Doctoral student earns his third AIA/AAF scholarship

Current research examines residential courtyards as mircoclimate generators

For the third consecutive year, Amr Bagneid, an architecture Ph.D. student at Texas A&M University, has received an American Institute of Architects/American Architectural Foundation Scholarship for Advanced Research.

The AIA/AAF scholarship supports projects by students who have already earned a professional degree. Bagneid, who has worked as an assistant lecturer at A&M, holds a Bachelor of Architectural Engineering from Cairo University, and a Master of Environmental Planning from Arizona State University. His current research focuses on residential courtyards as microclimate generators.

According to Bagneid, courtyards are known to demonstrate distinctive passive cooling performance in traditional courtyard houses. His project involves a case study of an indigenous multi-level urban courtyard house built around 1400 A.D. in Cairo, Egypt. His research includes field monitoring, wind tunnel testing, and developing a calibrated thermal simulation model for predicting the microclimate inside a courtyard.

This computer model will be used to analyze the courtyard microclimate of the case study house. By using a thermal simulation program combined with the new courtyard microclimate thermal model, Bagneid hopes to be able to determine methods for improving the thermal performance of courtyard house designs.

Bagneid’s project is one of the first to systematically investigate thermal mass as a common feature among traditional courtyard houses. Other published research on modern courtyard housing clusters, he said, is less comprehensive and fails to consider some aspects of efficient courtyard design such as thermal mass and air flow.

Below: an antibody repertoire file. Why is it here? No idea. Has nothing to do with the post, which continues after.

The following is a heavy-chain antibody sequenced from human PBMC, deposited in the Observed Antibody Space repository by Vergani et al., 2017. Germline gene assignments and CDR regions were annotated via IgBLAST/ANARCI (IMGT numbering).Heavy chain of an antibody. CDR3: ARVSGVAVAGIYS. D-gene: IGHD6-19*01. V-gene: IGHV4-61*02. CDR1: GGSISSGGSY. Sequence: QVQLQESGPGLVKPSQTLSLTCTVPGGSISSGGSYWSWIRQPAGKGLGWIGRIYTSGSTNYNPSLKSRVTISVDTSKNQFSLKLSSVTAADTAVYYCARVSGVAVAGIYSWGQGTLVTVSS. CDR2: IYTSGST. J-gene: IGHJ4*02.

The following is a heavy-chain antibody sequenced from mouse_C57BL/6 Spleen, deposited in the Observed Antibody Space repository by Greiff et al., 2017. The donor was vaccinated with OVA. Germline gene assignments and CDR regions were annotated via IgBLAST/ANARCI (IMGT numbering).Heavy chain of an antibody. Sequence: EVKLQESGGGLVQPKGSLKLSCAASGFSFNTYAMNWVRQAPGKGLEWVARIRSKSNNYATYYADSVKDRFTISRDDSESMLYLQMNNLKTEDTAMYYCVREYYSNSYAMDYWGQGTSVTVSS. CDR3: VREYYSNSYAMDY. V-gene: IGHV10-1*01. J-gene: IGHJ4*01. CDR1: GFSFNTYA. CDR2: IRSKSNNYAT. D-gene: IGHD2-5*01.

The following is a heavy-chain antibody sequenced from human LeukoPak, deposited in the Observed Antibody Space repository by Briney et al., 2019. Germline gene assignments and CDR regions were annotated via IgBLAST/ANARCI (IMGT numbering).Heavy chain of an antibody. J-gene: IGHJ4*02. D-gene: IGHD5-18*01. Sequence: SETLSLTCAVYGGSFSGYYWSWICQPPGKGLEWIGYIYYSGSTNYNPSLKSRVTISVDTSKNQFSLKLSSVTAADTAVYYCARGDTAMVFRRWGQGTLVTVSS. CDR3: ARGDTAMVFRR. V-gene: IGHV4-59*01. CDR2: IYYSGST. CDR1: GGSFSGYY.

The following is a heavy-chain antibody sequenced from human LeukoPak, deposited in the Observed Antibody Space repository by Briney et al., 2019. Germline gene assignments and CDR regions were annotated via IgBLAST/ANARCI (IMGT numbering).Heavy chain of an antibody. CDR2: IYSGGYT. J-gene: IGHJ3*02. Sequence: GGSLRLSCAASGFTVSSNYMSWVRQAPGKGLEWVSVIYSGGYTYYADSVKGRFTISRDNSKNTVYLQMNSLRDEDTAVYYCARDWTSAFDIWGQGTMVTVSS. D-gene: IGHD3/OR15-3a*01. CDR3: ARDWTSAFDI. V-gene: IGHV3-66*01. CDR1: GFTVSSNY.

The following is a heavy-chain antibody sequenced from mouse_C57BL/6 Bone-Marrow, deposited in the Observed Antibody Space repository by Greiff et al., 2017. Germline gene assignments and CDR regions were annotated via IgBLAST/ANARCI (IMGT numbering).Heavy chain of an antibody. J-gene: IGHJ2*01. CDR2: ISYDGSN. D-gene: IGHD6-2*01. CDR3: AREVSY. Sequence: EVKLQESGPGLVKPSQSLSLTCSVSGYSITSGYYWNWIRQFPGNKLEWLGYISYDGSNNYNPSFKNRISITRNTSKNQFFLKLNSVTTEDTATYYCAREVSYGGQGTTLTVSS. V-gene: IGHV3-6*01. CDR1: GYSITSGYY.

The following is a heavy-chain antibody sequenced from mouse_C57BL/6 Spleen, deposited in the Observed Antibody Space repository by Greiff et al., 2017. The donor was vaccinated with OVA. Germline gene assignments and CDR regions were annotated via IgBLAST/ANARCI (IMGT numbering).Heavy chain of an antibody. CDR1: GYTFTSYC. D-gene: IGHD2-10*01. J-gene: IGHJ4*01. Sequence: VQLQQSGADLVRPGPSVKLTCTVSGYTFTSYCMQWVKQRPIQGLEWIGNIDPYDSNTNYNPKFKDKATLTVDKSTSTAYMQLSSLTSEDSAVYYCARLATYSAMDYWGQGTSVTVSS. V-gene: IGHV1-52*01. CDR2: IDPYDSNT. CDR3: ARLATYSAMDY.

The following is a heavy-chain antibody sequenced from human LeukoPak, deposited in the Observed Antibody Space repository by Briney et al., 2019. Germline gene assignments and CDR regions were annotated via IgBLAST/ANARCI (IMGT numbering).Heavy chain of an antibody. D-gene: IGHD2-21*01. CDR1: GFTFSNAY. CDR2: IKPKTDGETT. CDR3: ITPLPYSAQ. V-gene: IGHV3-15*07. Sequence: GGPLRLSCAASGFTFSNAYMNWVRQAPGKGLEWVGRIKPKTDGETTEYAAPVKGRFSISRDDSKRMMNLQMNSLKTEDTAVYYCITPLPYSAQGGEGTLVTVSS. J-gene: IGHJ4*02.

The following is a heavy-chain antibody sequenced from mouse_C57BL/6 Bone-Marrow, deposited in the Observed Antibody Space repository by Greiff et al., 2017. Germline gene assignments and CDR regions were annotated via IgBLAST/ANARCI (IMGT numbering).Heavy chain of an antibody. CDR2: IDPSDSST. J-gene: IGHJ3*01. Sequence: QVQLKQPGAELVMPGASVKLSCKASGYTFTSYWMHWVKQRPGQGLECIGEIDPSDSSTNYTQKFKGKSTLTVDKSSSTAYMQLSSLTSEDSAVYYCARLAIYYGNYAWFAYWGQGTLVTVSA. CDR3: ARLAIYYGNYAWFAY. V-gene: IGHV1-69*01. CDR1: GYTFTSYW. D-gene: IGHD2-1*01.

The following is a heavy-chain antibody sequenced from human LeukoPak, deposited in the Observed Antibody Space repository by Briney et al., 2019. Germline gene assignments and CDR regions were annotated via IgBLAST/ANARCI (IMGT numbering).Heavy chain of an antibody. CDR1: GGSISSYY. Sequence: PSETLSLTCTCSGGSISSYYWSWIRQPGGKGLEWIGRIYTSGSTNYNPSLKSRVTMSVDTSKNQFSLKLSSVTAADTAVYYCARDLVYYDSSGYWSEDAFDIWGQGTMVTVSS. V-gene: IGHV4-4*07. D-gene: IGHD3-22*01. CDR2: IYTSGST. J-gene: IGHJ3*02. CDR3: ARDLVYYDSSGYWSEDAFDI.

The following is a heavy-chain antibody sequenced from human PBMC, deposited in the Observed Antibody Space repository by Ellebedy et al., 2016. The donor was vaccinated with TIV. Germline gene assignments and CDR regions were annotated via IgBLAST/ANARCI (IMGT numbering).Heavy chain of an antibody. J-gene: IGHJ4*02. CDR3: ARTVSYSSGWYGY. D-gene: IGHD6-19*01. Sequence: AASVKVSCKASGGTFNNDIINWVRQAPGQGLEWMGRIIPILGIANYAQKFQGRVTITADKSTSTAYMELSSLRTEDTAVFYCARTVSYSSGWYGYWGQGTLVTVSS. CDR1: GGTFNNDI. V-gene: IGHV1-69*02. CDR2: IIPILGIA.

Ultimately, Bagneid said, he hopes to revive the use of urban courtyard housing clusters.

“Since Cairo, Egypt shares climatic seasons that are similar to many regions in the southern United States,” Bagneid said, “the courtyard's energy-efficiency potentials make it a promising alternative for sustainable architecture.”

The AIA/AAF Scholarship for Advanced Research is actually the fourth scholarship to acknowledge Bagneid’s work. In addition to two previous AIA/AAF scholarships, in 2001 Bagneid was presented with the American Society of Heating, Refrigerating, and Air-conditioning Engineers Graduate Grant-In-Aid.

Jeff Haberl, associate professor of architecture and associate director of Texas A&M’s Energy System Laboratory, is Bagneid’s Ph.D. committee chair.

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Entrance to Egyptian courtyard house.

Scale model of courtyard house used for wind tunnel testing.

Click images to enlarge.